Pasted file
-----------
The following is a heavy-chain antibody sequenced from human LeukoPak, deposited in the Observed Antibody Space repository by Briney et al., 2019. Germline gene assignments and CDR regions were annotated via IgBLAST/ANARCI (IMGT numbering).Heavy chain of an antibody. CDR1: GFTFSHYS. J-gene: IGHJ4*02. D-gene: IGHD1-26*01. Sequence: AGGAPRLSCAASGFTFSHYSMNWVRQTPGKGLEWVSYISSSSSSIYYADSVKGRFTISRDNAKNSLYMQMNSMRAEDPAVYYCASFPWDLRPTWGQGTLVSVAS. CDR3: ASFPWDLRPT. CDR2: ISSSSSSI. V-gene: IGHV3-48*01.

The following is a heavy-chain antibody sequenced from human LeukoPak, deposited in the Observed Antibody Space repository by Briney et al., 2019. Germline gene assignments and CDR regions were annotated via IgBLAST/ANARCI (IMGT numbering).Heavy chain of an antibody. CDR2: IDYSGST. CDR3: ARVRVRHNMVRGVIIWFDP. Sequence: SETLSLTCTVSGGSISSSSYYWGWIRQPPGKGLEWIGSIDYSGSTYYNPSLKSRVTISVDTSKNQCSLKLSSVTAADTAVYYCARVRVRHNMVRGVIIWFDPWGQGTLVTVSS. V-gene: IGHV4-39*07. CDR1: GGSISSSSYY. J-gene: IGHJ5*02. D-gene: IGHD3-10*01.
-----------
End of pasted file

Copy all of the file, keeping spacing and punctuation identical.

The following is a heavy-chain antibody sequenced from human LeukoPak, deposited in the Observed Antibody Space repository by Briney et al., 2019. Germline gene assignments and CDR regions were annotated via IgBLAST/ANARCI (IMGT numbering).Heavy chain of an antibody. CDR1: GFTFSHYS. J-gene: IGHJ4*02. D-gene: IGHD1-26*01. Sequence: AGGAPRLSCAASGFTFSHYSMNWVRQTPGKGLEWVSYISSSSSSIYYADSVKGRFTISRDNAKNSLYMQMNSMRAEDPAVYYCASFPWDLRPTWGQGTLVSVAS. CDR3: ASFPWDLRPT. CDR2: ISSSSSSI. V-gene: IGHV3-48*01.

The following is a heavy-chain antibody sequenced from human LeukoPak, deposited in the Observed Antibody Space repository by Briney et al., 2019. Germline gene assignments and CDR regions were annotated via IgBLAST/ANARCI (IMGT numbering).Heavy chain of an antibody. CDR2: IDYSGST. CDR3: ARVRVRHNMVRGVIIWFDP. Sequence: SETLSLTCTVSGGSISSSSYYWGWIRQPPGKGLEWIGSIDYSGSTYYNPSLKSRVTISVDTSKNQCSLKLSSVTAADTAVYYCARVRVRHNMVRGVIIWFDPWGQGTLVTVSS. V-gene: IGHV4-39*07. CDR1: GGSISSSSYY. J-gene: IGHJ5*02. D-gene: IGHD3-10*01.